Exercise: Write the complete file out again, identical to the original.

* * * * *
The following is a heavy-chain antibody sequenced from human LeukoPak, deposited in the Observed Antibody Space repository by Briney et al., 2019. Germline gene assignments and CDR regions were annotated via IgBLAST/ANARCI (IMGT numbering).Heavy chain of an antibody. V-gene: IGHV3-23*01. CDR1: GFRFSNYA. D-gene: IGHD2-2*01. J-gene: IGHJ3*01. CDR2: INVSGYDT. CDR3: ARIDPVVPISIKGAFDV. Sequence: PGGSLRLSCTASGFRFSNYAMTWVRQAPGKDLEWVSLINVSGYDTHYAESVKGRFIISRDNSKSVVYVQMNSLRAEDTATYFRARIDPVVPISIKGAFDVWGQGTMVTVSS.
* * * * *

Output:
The following is a heavy-chain antibody sequenced from human LeukoPak, deposited in the Observed Antibody Space repository by Briney et al., 2019. Germline gene assignments and CDR regions were annotated via IgBLAST/ANARCI (IMGT numbering).Heavy chain of an antibody. V-gene: IGHV3-23*01. CDR1: GFRFSNYA. D-gene: IGHD2-2*01. J-gene: IGHJ3*01. CDR2: INVSGYDT. CDR3: ARIDPVVPISIKGAFDV. Sequence: PGGSLRLSCTASGFRFSNYAMTWVRQAPGKDLEWVSLINVSGYDTHYAESVKGRFIISRDNSKSVVYVQMNSLRAEDTATYFRARIDPVVPISIKGAFDVWGQGTMVTVSS.